In my previous article on “How to Build a Frequency Table” I described the necessary columns on the table and how to fill them out. Once these columns are done they are charted into a Histogram. It would be best to re-read this article if you feel you should.

The Class Boundaries are chosen based on the data we wish to represent in the Histogram. The difference between the high and low boundary of each class is the same for each class and is known as the Class Width. This Class Width will differ from once set of data to the next. We will consider each class to have a width of one, i.e. each class is one class width wide. We will see the value in doing this in a moment.

The Frequency of each classis is the number of elements in the data set which fall between the values of the low and high values of the corresponding Class Boundary. The Relative Frequency of each class is its Frequency divided by the total number of values in the data set. This means the Relative Frequency represents the portion of data in the Class. This can also be considered the probability of a data value falling into the Class.

The Histogram is then drawn as a series of upright rectangles with the low and high Class Boundaries on the horizontal axis and the Relative Frequency on the vertical axis. The total number of rectangles will correspond to the number of Classes the data was divided into.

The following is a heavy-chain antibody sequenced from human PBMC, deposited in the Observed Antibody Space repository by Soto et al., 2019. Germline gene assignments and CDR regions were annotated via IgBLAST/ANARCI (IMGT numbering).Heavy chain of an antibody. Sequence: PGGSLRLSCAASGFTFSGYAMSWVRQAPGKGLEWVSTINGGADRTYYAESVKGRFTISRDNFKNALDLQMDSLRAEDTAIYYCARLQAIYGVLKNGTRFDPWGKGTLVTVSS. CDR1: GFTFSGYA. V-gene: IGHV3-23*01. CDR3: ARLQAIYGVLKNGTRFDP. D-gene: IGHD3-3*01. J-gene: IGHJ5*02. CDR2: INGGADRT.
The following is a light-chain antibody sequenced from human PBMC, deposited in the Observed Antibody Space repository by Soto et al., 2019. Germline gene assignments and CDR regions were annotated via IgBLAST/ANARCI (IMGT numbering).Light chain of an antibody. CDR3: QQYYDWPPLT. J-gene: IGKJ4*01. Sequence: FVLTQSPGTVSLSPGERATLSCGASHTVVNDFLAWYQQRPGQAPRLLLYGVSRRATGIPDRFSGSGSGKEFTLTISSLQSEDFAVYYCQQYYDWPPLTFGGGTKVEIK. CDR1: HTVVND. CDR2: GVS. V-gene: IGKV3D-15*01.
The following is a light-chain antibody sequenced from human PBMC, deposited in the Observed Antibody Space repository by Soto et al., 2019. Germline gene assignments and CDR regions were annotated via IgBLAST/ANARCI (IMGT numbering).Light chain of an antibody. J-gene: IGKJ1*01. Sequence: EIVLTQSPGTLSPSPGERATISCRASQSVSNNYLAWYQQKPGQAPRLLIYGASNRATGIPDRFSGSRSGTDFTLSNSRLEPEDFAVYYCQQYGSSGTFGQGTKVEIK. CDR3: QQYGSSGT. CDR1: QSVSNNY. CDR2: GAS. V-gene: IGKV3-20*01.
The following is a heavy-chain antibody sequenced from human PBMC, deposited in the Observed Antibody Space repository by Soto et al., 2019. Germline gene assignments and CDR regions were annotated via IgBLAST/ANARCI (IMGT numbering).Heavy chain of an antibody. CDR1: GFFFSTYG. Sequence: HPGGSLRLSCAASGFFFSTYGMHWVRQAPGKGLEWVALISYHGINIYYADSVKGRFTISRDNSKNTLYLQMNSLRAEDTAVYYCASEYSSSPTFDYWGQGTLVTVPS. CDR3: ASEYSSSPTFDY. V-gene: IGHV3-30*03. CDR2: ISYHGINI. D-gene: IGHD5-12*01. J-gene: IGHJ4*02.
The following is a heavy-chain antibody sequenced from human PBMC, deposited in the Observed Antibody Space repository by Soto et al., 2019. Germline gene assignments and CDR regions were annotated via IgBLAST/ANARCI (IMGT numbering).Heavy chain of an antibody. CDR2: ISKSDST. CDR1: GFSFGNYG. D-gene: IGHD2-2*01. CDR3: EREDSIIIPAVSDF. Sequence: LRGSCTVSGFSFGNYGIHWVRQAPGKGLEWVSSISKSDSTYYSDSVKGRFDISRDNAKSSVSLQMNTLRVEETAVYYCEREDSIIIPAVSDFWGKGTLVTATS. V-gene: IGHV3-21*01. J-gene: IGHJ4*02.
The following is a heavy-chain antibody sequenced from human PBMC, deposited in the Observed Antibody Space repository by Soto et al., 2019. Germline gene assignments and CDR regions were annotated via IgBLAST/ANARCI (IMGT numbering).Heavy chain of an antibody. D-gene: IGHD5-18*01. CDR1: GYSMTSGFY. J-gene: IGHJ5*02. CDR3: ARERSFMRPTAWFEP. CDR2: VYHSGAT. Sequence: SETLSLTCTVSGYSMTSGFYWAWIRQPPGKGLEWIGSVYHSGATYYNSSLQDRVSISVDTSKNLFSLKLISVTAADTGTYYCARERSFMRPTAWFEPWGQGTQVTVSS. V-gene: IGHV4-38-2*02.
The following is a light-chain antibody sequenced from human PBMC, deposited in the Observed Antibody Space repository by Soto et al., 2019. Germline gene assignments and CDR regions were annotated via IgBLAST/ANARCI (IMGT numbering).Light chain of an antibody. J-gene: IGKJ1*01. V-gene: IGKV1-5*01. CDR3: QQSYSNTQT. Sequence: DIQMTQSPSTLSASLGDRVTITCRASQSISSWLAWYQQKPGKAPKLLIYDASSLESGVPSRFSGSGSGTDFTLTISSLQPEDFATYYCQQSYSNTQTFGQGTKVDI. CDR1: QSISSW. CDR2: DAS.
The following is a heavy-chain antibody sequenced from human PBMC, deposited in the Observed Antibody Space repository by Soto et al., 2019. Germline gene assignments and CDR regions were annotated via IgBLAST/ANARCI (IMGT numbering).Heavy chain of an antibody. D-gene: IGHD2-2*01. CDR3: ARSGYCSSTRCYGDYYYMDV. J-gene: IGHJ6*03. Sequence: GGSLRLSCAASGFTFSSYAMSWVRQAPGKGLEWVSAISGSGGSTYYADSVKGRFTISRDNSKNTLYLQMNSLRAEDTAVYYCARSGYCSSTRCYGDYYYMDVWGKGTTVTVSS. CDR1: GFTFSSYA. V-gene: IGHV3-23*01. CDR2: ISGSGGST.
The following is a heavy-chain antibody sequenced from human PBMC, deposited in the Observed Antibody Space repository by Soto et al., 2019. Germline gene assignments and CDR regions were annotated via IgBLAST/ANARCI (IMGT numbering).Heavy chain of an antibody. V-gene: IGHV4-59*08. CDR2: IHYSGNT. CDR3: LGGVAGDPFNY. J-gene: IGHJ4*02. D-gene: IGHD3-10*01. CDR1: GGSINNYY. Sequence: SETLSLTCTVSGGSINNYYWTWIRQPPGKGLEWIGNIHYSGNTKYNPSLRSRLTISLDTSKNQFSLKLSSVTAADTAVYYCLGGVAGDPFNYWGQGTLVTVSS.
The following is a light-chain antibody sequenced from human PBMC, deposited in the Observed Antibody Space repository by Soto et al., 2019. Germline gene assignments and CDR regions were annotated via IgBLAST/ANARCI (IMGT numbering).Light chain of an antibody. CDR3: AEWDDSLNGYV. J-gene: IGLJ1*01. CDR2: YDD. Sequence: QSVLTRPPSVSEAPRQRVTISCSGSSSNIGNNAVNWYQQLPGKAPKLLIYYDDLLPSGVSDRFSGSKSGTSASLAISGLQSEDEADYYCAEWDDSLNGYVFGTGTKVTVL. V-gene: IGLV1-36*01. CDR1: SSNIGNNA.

Now recall how to calculate the area of a rectangle, i.e. length time width. The width of each rectangle is one Class Width, and the height is the Relative Frequency, and because anything multiplied by one is itself, the result here is the Relative Frequency. So the Relative Frequency is equal to the area of the rectangle that represents the Class. Remember that the area also represents the probability of data being in that class.

Let’s now put it all together, the area of the rectangle drawn between the low and high boundary of any class has an area that is equal to the probability of data falling between the values of the Class represented by that rectangle. We can also say the area of all the rectangles between any low Class Boundary and any high Class Boundary is the probability of data falling between the values of those two Class Boundaries.

The Histogram is the first place most students get to relate the area of the Histogram to probability. It is an excellent analogy to the probability distributions they will encounter later on in their studies. I should also be pointed out the total area of all the rectangles that make up the Histogram, is equal to one. The is the same as saying the probability, of a values in the data set, falling between the low boundary of the first class and the high boundary of the last class is 100%.

The area under any probability density function is always one.